These and other advantages and objects will become apparent to those skilled in the art from the following detailed description read in conjunction with the appended claims and the drawings attached hereto.
The present invention will be better understood from reading the following description of non-limitative embodiments, with reference to the attached drawings, wherein below:
FIG. 1 illustrates a circuit realization according to the known art;
FIGS. 2(a) and 2(b) respectively illustrate a circuit realization and a graphical representation of the current drawn according to the preferred embodiment of the present invention; and
FIG. 3 illustrates a flow chart of the steps employed according to the present invention.
It should be emphasized that the drawings of the present disclosure are not to scale but are merely schematic representations and are not intended to portray the specific parameters or the structural details of the invention, which can be determined by one of skill in the art by examination of the information herein.
Referring to FIG. 2(a), a multiplexed control system 30 is illustrated having reduced quiescent current drawn from a power supply. System 30 comprises a microcontroller 32 for controlling first and second electronic devices 38 and 40, respectively, by way of first and second control switches 34 and 36. In the preferred embodiment of the present invention, multiplexed control system 30 is employed in an automobile, such that first and second devices are automotive accessories and/or components, such as a headlamp or horn.
First control switch 34 enables and disables first device 38 through microcontroller 32. Likewise, through microcontroller 32, second control switch 36 enables and disables second device 40. Control switches 32 and 34 are coupled to one another, and through a singular loop are also coupled with microcontroller 32. To effectively realize a multiplexed architecture, first and second devices 38 and 40 are also coupled to each other, and, through a singular line, coupled with microcontroller 32 as well as ground. By this configuration, microcontroller 32 processes effective changes in the status of each switch by feeding a device control signal through the multiplexed input loop.
System 30 reduces quiescent current drawn from a power supply (not shown) in a cost effective manner by utilizing circuitry 45. Microcontroller 32 comprises an active mode of operation to perform system functions including initiating changes to devices 38 and 40 through a device control signal, and a sleep mode of operation to reduce the quiescent current drawn. In active mode, microcontroller 32 polls the status of each of the control switches 34 and 36 at an initial time to determine whether to enable and/or disable devices 38 and 40. To insure the accuracy of this polling step, microcontroller 32 repolls switches 34 and 36 at least once more before effectively enabling and/or disabling devices 38 and 40. As each switch comprises a debounce time period, microcontroller 32 performs this repolling of switches 34 and 36 at a second time. This second time corresponds with the passage of the longer debounce period of both debounce time periods to secure against falsely triggering or disabling devices 38 and 40.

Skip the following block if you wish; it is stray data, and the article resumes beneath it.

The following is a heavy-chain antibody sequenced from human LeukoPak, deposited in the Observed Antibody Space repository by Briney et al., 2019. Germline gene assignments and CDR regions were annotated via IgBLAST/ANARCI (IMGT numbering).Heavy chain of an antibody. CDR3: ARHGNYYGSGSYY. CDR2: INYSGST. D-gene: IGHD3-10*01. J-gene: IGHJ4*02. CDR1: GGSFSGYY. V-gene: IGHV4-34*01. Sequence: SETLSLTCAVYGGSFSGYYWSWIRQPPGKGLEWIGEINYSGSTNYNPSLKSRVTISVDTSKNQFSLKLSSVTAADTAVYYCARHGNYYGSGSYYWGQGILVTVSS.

To effectively conserve quiescent current, system 30 enables a mechanism to efficiently change the operation of microcontroller 32 from sleep to active mode by means of circuitry 45. Circuitry 45 comprises a loop between a voltage output V0 and an interrupt input I of microcontroller 32. The circuit loop comprises an input resistor R1 coupled in series with a second resistor R2. Coupled in parallel with second resistor R2, at a first and second node, is one diode D3. Further attached at the second node coupling diode D3 and resistor R2 is a capacitor C1 running to ground. The circuit loop is completed by coupling the second node also to the interrupt input.
The components of circuitry 45 enable a quick charging and a slow discharging of capacitor C1 to effectively minimize the quiescent current drawn and reduce the amount of the false triggering of the interrupt sensor. These objective may be realized by selecting a value for resistor R2 that is substantially larger than resistor R1. In one embodiment, resistor R2 is equal to 10,000 ohms while resistor R1 is equal to 100 ohms. Furthermore, diode D3 functionally shortens the charging time of capacitor C1. When capacitor C1 is charging to the first voltage level of voltage output V0, the charging time constant, τc, is equal to the inverse of the product of the value of capacitor C1 and the value of the resistor R1. This can be understood simply by the fact that when capacitor C1 is charging, the current flowing through the circuit loop passes through diode D3 and not resistor R2. In contrast, when the capacitor is discharging from the first voltage level of voltage output V0, diode D3 is off and the current flowing through the circuit loop passes through resistor R2 and not diode D3. By this arrangement, the discharging time constant, τd, is equal to the inverse of the product of the value of capacitor C1 and the value of the sum of resistors R1 and R2.